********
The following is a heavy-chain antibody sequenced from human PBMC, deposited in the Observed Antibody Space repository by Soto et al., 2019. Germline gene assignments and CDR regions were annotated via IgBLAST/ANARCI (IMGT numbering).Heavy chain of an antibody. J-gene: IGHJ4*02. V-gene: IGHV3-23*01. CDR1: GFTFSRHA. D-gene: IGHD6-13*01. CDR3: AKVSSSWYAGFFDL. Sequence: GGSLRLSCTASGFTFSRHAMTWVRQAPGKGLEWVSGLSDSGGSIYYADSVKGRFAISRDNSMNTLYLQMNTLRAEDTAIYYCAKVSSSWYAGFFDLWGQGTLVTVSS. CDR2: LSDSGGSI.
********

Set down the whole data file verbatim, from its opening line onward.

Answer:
The following is a heavy-chain antibody sequenced from human PBMC, deposited in the Observed Antibody Space repository by Soto et al., 2019. Germline gene assignments and CDR regions were annotated via IgBLAST/ANARCI (IMGT numbering).Heavy chain of an antibody. J-gene: IGHJ4*02. V-gene: IGHV3-23*01. CDR1: GFTFSRHA. D-gene: IGHD6-13*01. CDR3: AKVSSSWYAGFFDL. Sequence: GGSLRLSCTASGFTFSRHAMTWVRQAPGKGLEWVSGLSDSGGSIYYADSVKGRFAISRDNSMNTLYLQMNTLRAEDTAIYYCAKVSSSWYAGFFDLWGQGTLVTVSS. CDR2: LSDSGGSI.